This is a great time of year to preserve some of the abundant greens in the garden or at the Farmer’s Market. While these high-vitamin, high-mineral goodies can easily be found right now, it is a different story when the world outside is frozen or blanketed with snow. Greens add a good deal of vitamin A, calcium and iron to the diet; always best when consumed in food rather than in supplements.
Greens are very easy to freeze. Pick them from the garden or purchase them from your favorite farmer. Wash carefully and tear into small pieces removing the stems and ribs (place these aside). Put the greens in a large steamer and cook—stirring often—until wilted.
Now comes the tricky part as these greens need to be cooled before being placed in freezer bags. The first time that I did this, I filled my salad spinner with ice water and plopped in the greens. The water immediately turned a light green and I realized that there went my water-soluble vitamins and minerals. To solve this problem, the next time I used two different bowls. In a large bowl, I placed ice and water.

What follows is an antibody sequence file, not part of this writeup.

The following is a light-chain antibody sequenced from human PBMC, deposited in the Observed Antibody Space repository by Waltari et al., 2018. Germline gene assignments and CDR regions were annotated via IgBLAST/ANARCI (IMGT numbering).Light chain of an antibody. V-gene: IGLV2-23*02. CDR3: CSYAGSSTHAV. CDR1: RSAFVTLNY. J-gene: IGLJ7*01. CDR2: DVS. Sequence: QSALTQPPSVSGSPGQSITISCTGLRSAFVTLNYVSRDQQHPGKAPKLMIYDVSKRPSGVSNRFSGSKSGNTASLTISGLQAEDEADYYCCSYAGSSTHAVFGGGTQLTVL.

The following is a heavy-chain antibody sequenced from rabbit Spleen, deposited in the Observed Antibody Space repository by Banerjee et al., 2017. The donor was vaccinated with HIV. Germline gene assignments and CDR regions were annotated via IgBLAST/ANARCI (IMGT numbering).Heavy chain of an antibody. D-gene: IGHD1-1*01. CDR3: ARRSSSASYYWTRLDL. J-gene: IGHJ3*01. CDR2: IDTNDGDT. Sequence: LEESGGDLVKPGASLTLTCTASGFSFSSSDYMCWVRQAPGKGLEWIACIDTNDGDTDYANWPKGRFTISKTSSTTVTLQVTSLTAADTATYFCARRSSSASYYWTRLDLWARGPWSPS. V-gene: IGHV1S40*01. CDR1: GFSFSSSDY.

Into a smaller bowl went the greens. Placing the smaller bowl into the larger one, I was able to cool down the greens without losing their valuable components.
These were then packed into freezer bags, arranged flat so that they could stack well and into the freezer they went.
The same process works for the stems and ribs (although they don’t need to be completely wilted). These can be nutritious additions to soup stocks so I put them into bags labeled “soup.”
During the winter, it’s lovely to have these greens to add to a quiche or serve as a side dish. The very best food comes from where we live and this is a good way to ensure that our own diets are healthy.